"If you look at when we came out with the iPad, what did people worry about? They worried, 'Oh my god, you're going to kill the Mac,'" Cook explained. "The cannibalization question raises its head a lot. The truth is: we don't really think about it that much. Our basic belief is: if we don't cannibalize, someone else will."
During the Goldman Sachs Technology and Internet Conference, Apple's CEO had the opportunity to reiterate what he had said last year: the firms having the most to worry about with regard to cannibalization by the iPad are the Windows PC makers, not Apple.
"In the case of iPad particularly, I would argue that the Windows PC market is huge and there's a lot more there to cannibalize than there is of Mac, or of iPad."
As the sales numbers show, the iPad has outsold Mac computers over the past two years, pushing Apple to the top of the PC manufacturers where tablets are concerned.
"If you look at the full year last year, there were more iPads sold than Hewlett-Packard sold of their entire lineup," Tim Cook said. "I think we're in the early part of this game. The projection is that the tablet market will triple in four years."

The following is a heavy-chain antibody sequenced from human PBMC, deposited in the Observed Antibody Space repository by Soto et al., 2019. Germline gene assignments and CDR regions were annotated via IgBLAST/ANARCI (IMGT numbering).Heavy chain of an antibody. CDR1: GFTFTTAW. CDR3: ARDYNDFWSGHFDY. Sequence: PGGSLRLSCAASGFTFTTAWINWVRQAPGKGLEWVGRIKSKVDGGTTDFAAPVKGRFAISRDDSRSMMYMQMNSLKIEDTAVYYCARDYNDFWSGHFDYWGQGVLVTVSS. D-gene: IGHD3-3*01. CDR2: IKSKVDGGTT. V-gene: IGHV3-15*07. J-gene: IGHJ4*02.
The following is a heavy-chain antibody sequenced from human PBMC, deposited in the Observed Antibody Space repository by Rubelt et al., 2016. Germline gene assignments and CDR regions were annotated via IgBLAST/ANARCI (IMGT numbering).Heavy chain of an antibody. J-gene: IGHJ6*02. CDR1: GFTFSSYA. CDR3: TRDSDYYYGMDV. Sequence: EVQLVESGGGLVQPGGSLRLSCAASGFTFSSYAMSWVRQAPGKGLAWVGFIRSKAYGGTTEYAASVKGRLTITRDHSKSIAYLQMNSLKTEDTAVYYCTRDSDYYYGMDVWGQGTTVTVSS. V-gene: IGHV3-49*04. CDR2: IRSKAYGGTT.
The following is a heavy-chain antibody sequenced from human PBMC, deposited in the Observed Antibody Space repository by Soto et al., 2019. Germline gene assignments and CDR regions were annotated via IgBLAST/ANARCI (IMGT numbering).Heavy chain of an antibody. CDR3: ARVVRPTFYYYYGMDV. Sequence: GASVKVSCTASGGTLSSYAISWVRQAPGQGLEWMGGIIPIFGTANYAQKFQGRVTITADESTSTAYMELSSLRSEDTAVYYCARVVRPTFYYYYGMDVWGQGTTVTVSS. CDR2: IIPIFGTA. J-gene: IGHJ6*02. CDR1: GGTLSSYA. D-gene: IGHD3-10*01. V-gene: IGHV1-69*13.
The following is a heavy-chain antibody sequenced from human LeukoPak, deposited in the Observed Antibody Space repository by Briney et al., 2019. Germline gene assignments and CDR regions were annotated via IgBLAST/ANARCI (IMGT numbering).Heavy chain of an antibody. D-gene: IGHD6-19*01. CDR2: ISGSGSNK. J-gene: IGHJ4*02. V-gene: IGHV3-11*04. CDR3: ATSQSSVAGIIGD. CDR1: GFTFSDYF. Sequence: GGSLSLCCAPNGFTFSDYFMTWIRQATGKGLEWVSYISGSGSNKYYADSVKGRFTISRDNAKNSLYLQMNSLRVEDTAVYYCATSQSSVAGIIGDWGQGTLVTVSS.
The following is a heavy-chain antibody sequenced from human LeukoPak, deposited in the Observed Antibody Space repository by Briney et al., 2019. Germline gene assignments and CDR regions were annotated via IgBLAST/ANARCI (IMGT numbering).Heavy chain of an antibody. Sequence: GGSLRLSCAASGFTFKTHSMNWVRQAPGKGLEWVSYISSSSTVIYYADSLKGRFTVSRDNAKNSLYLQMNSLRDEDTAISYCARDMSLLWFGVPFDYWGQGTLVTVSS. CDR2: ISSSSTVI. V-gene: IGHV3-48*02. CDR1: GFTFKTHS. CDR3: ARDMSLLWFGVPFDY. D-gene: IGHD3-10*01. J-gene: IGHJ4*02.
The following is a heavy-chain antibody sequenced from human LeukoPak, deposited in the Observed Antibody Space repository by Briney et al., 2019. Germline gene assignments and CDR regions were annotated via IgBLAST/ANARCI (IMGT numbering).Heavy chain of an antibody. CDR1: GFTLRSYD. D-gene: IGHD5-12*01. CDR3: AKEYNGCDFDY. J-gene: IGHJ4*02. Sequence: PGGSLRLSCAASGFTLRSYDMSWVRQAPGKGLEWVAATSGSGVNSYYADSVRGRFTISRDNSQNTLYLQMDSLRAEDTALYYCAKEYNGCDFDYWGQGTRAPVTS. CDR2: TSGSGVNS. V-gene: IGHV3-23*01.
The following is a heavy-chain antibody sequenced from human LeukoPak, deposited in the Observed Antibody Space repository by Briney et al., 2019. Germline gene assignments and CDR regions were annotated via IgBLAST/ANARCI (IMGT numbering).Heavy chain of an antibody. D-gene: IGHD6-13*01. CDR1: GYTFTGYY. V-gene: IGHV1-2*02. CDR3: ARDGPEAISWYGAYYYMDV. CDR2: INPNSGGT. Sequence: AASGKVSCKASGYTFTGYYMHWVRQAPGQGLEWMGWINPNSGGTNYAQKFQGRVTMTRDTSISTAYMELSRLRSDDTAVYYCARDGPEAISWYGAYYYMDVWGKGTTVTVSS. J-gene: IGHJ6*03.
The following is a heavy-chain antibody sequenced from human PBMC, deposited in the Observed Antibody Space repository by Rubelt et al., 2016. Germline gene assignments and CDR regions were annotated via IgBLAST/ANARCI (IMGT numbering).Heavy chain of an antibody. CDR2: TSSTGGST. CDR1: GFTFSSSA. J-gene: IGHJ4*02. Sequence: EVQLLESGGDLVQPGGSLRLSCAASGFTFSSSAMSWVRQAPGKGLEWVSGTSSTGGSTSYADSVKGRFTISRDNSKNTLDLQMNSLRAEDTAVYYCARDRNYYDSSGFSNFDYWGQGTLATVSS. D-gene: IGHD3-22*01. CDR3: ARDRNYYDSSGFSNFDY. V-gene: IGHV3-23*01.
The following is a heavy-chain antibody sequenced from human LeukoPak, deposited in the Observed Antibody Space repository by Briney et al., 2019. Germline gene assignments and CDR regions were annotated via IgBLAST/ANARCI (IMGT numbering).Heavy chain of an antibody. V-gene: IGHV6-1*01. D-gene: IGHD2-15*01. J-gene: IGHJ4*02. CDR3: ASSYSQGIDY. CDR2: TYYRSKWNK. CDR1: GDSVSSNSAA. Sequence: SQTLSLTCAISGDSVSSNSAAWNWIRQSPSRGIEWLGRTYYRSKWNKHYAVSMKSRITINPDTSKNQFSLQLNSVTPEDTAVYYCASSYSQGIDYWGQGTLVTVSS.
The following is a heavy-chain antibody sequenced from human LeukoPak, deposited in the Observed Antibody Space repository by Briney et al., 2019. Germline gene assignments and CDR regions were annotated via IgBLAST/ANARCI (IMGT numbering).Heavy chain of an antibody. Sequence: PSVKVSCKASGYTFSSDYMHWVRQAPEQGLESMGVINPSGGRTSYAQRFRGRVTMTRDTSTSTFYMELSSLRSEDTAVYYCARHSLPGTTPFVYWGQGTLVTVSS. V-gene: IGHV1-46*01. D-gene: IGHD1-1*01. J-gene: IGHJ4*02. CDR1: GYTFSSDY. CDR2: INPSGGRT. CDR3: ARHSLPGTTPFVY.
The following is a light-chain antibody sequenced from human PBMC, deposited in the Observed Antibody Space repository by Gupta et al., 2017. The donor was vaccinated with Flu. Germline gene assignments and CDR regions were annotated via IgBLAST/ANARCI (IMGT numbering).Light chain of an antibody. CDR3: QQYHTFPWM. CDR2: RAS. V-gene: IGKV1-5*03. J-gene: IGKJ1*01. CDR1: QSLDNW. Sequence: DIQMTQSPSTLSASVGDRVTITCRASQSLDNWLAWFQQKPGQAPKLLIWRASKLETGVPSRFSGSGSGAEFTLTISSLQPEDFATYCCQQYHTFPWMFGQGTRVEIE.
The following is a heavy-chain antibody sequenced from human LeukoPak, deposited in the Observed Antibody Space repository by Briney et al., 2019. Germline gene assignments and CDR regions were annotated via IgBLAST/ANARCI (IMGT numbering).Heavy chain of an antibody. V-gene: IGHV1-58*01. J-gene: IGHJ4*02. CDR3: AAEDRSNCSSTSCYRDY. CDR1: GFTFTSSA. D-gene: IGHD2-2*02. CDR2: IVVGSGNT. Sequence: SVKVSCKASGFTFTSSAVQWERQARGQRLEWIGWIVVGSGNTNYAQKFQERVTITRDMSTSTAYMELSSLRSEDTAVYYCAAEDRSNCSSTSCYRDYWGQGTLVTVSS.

During the interview, Cook also addressed the question of whether or not Apple has potential for growth. In his opinion, tablet sales will triple in the near future, as the tablet sector is "the mother of all markets", and developing markets represent an enormous opportunity for Apple.
"You would find that over 50% of the people in countries like China and Brazil that were buying an iPad don't own an Apple product," he said. "This is a huge thing for us to go out and show people what Apple is and introduce them to the company."
Each new customer has a potential payoff for Apple, as they tend to come under the influence of the company's "halo effect," which means they are likely to purchase another Apple product in a different category.Contact Us for News Tips, Corrections and Feedback